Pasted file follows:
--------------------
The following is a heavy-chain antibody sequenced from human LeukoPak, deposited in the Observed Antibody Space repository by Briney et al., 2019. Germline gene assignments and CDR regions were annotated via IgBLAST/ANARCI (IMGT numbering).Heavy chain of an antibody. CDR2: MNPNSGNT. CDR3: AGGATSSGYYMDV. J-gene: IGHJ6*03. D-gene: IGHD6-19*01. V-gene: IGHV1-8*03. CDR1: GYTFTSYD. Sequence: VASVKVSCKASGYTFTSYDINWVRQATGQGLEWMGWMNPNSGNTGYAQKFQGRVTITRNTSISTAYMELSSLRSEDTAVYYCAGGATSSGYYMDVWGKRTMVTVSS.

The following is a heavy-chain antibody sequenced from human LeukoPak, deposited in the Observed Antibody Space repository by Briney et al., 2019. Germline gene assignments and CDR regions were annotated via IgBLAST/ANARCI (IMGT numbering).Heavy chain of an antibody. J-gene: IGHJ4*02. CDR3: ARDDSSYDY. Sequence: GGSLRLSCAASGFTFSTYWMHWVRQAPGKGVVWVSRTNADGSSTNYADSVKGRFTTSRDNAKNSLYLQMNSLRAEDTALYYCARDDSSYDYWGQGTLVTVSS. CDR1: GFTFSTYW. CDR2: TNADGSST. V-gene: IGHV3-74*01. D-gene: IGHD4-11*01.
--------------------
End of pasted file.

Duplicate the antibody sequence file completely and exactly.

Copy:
The following is a heavy-chain antibody sequenced from human LeukoPak, deposited in the Observed Antibody Space repository by Briney et al., 2019. Germline gene assignments and CDR regions were annotated via IgBLAST/ANARCI (IMGT numbering).Heavy chain of an antibody. CDR2: MNPNSGNT. CDR3: AGGATSSGYYMDV. J-gene: IGHJ6*03. D-gene: IGHD6-19*01. V-gene: IGHV1-8*03. CDR1: GYTFTSYD. Sequence: VASVKVSCKASGYTFTSYDINWVRQATGQGLEWMGWMNPNSGNTGYAQKFQGRVTITRNTSISTAYMELSSLRSEDTAVYYCAGGATSSGYYMDVWGKRTMVTVSS.

The following is a heavy-chain antibody sequenced from human LeukoPak, deposited in the Observed Antibody Space repository by Briney et al., 2019. Germline gene assignments and CDR regions were annotated via IgBLAST/ANARCI (IMGT numbering).Heavy chain of an antibody. J-gene: IGHJ4*02. CDR3: ARDDSSYDY. Sequence: GGSLRLSCAASGFTFSTYWMHWVRQAPGKGVVWVSRTNADGSSTNYADSVKGRFTTSRDNAKNSLYLQMNSLRAEDTALYYCARDDSSYDYWGQGTLVTVSS. CDR1: GFTFSTYW. CDR2: TNADGSST. V-gene: IGHV3-74*01. D-gene: IGHD4-11*01.